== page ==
Andy Lopez Memorial Burned Down, Mother in White to Demonstrate January 7

Andy Lopez Fire Press Democrat

(Santa Rosa, California) In the dark, early hours of January 2, a fire destroyed the Andy Lopez Memorial. By that afternoon over two-dozen people were already rebuilding the Memorial, including neighbors and youth at the one-acre vacant lot where the 13-year-old Lopez was killed October 22 by sheriff’s deputy Erick Gelhaus.

Lopez was walking home at 3 p.m. in the afternoon. Gelhaus drove by in a patrol car and claims that he thought the BB gun Lopez was returning to a friend was a real gun. Gelhaus yelled at Lopez, quickly shot him through the heart with his first shot, then pumped seven more bullets into the dead boy’s body, then handcuffed him. Gelhaus’ partner did not fire a single shot. Since then the Latino community and its allies have had almost daily marches, rallies, prayer vigils, and other actions demanding justice for Lopez.

Though Lopez was killed within seconds, two months later, Gelhaus has not been charged with anything by District Attorney Jill Ravitch. He was given a paid leave and recently returned to desk duty. The Latino community feels insulted and threatened by his being back in uniform. Some feel more afraid of law enforcement than criminals.

Latinos comprise 25% of the 150,000 residents of Santa Rosa and about the same percent of residents of the 500,000 population of Sonoma County. Many are low-paid workers in the lucrative wine industry. Santa Rosa is a city divided by race and class. Latino neighborhoods such as Moorland, where Lopez lived, and Roseland lack basic services, such as parks and libraries. Some describe this as a form of “apartheid” based on race and class.


The fire department quickly put out the fire. They eventually determined that it was started by a candle. This does not mean the fire was accidental. The candles were located 20 feet from the altar and contained in glass. The discussions at the site on the days after the burning were whether or not the burning might have been intentional. At least one person, Reptile 954, had threatened online that the “park will be in ruins in the news.”

“The issue is how did the candle get to make the fire,” observed contractor Josha Stark, who has helped rebuild the altar. “We’ve had windy nights, which this was not, but no fire. Someone could have moved a candle to start the fire.” The mid-night hour of the blaze was also suspicious.

Investigators found no signs of accelerants, such as gasoline. “Arson is not limited to the use of accelerants. Candles have been used to commit arson for as long as candles have existed,” said Victoria Hogan of the Justice Coalition for Andy Lopez. Cherished family photos of Andy were also missing from what many describe as a “sacred site,” as well as rosaries.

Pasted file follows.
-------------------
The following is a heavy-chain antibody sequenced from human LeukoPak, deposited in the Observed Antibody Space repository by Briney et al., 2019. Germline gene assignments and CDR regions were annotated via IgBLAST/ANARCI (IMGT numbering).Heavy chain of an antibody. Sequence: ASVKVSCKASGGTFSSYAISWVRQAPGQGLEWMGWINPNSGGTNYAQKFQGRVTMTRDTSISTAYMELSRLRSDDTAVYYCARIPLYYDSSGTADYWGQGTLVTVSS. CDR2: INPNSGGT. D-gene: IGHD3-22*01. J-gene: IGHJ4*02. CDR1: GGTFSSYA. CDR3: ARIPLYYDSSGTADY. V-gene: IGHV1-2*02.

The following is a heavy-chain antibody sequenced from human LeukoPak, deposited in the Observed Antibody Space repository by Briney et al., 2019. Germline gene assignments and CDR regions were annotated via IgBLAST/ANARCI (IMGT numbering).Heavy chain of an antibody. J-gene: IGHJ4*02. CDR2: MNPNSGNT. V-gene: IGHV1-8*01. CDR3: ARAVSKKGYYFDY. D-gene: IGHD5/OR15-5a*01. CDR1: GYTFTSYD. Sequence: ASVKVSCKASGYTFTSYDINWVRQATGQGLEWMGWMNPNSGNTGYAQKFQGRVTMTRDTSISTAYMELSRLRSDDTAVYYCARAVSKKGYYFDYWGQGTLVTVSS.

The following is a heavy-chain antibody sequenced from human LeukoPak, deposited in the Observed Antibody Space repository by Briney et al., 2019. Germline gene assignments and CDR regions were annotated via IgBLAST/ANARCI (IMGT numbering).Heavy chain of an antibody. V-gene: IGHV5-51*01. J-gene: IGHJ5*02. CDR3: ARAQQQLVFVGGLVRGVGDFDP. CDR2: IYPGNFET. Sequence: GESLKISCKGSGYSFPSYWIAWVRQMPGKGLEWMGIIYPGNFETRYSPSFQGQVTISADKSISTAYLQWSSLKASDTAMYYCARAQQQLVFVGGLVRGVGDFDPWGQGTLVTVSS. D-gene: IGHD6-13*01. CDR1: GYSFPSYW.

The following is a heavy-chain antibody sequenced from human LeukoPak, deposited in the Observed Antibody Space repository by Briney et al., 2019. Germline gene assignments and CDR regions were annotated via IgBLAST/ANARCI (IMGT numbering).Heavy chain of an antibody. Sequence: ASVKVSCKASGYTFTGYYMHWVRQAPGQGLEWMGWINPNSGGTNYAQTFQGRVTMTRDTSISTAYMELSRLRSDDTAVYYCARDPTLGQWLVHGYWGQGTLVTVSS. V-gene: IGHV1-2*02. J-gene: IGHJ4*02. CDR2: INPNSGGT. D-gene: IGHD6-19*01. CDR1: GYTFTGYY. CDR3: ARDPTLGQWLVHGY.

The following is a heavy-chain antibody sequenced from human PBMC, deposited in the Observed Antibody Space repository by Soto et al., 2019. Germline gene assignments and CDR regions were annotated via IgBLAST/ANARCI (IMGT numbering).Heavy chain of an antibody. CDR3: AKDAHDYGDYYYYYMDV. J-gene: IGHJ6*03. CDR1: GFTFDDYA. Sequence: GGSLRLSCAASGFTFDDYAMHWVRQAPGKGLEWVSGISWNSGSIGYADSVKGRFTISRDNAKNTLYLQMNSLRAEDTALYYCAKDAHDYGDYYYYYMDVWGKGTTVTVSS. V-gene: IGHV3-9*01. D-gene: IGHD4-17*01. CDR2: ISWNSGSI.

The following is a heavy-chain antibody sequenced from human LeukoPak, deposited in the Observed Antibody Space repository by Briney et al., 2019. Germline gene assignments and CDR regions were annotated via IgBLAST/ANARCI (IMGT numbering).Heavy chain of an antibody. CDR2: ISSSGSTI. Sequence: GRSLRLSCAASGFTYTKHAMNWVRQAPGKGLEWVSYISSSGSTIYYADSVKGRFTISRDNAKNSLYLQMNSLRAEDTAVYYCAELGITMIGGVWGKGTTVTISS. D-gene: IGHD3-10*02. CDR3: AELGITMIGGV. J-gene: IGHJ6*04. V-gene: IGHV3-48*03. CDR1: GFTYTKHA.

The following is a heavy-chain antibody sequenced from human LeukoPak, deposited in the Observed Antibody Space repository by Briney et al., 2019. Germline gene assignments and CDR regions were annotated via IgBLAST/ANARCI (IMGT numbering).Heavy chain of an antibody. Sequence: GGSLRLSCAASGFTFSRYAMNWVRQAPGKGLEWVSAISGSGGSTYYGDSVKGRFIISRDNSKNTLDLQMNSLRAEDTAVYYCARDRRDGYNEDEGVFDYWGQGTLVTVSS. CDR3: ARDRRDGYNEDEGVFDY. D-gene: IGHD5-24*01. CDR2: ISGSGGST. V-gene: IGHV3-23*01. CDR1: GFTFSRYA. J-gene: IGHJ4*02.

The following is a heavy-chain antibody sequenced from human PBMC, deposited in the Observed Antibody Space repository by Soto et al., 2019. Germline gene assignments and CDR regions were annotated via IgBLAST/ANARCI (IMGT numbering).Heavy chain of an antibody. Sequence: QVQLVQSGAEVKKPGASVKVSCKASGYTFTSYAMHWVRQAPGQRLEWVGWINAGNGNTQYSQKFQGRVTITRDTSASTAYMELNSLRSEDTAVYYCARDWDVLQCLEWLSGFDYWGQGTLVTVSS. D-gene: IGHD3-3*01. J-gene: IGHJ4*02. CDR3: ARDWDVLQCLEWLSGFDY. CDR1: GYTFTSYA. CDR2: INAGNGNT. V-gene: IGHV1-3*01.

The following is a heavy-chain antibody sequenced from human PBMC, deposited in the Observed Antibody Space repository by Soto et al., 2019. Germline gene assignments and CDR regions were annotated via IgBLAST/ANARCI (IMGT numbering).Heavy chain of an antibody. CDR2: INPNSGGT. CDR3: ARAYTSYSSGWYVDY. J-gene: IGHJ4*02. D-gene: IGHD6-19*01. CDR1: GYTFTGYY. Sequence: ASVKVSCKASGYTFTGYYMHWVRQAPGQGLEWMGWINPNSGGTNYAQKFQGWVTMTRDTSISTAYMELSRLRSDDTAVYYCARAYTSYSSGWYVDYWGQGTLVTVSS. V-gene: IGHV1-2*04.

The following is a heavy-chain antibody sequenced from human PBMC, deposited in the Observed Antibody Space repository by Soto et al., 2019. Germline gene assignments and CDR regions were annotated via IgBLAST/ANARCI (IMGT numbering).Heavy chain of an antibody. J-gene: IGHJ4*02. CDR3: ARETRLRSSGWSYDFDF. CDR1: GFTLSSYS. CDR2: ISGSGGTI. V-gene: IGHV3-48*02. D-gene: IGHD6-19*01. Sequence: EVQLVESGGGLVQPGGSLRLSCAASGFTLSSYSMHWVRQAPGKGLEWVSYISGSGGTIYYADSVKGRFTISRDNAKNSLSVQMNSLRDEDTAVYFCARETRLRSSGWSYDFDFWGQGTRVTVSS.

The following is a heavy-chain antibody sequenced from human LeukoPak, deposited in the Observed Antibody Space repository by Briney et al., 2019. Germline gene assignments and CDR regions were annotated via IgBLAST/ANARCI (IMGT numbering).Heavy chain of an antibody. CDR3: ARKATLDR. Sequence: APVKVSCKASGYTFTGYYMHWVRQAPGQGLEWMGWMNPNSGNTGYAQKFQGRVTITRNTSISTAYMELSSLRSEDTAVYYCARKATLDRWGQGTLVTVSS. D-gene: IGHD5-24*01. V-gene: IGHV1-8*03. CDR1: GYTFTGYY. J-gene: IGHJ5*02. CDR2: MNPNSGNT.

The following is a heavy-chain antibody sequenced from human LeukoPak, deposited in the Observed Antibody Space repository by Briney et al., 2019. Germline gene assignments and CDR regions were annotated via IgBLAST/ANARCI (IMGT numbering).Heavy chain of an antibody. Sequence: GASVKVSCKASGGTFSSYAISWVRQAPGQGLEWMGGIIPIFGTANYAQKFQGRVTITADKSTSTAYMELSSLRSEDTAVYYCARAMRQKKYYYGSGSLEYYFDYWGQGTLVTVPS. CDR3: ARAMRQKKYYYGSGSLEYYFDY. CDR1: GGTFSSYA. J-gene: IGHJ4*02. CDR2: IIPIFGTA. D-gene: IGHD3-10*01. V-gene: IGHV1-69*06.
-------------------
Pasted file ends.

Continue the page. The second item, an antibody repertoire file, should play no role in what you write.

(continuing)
“Absence of accelerants is not absence of arson,” said Pat Sheehan. “My brother, a retired battalion chief with California Department of Fire, said they could have used a blow torch or set some kindling on fire.  Where the candles were, there was no scorching or other evidence of fire. It seemed contained to the altar and the back. Why no fire where the candles were?” Many concluded that the fire was suspicious. Its source remains undetermined.

“The candle were there for two months,” noted KPFA-FM radio programmer Miguel Molina. “Candles do not start fires. Humans start them.”

“Whoever did this did us a favor,” said elder Alfredo Sanchez. “This is helping heal our community. The people working to rebuild this memorial do not deny racism.”

“A once beautiful site with a glorious Memorial, including balloons and flowers, was torched and reduced to ashes. The next monument will be bigger, taller, and more permanent,” said Dara McCuiston, a co-founder of Mothers in White.

Andy Lopez Women in White



“Today I woke up to news that Andy’s Memorial had burned to the ground,” said McCuistion. “It’s shocking. Just yesterday, with a group of Andy’s Youth, I attended the 5-year anniversary of Oscar Grant’s death.” Grant was a young African American killed in Oakland by a police officer, who was found guilty, after community pressure.

Mothers in White plan to demonstrate at the governing Sonoma County Supervisors meeting January 7. “Whether in Oakland or Santa Rosa, justice-loving people will not be intimidated or discouraged. We plan to rebuild the Memorial and will not rest till there is Justice for Andy!” added McCuistion.

Mothers in White plan to converge on the regular meeting of the Supervisors for a peaceful, dignified action on Tuesday, at 1 p.m. Among those planning to join them are Andy’s mother Sujey and the family attorney Arnoldo Cassilas.

On Christmas Eve, a committee of the Justice Coalition began planning the January 7 direct action, proposed originally by Elaine Holtz. Among the dozen who met were representatives of the NAACP (National Association for the Advancement of Colored People), the Women’s Political Caucus, and radio stations KBBF-FM, bi-lingual, and KPFA-FM, a Pacifica station.

A bi-lingual, multi-cultural flyer promoting the event reads, “Every member of the Board of Supervisors is staring into a moral crisis! What kind of ‘policy’ permits the brutal killing of a 13-year-old child who committed NO CRIME?” it asks. It poses the question, “To what length would you go if your innocent child or grandchild was brutally murdered?”

The intention is to “create a dramatic visual impact” of Mothers in White, as well as their allies, including men and the group Women in Black. “Kids on scooters” plan to attend the action.

People are invited to bring mirrors to hold up to the supervisors to examine themselves. Supervisor Mike McGuire apparently said that Andy’s death was a time to reflect in the mirror. This peaceful event intends such a reflection.

The color white was selected because it was Andy’s favorite color. White is not the absence of color, but the mixture of all colors, which is what this mass movement for justice seeks. Outside the meeting seven posters with large images of the 9mm bullets that killed Andy will be displayed.


The active response of Latinos and their allies to Lopez’s killing represents a political coming-of-age of the Latino community–the fasted-growing sector of the Santa Rosa and Sonoma County populations.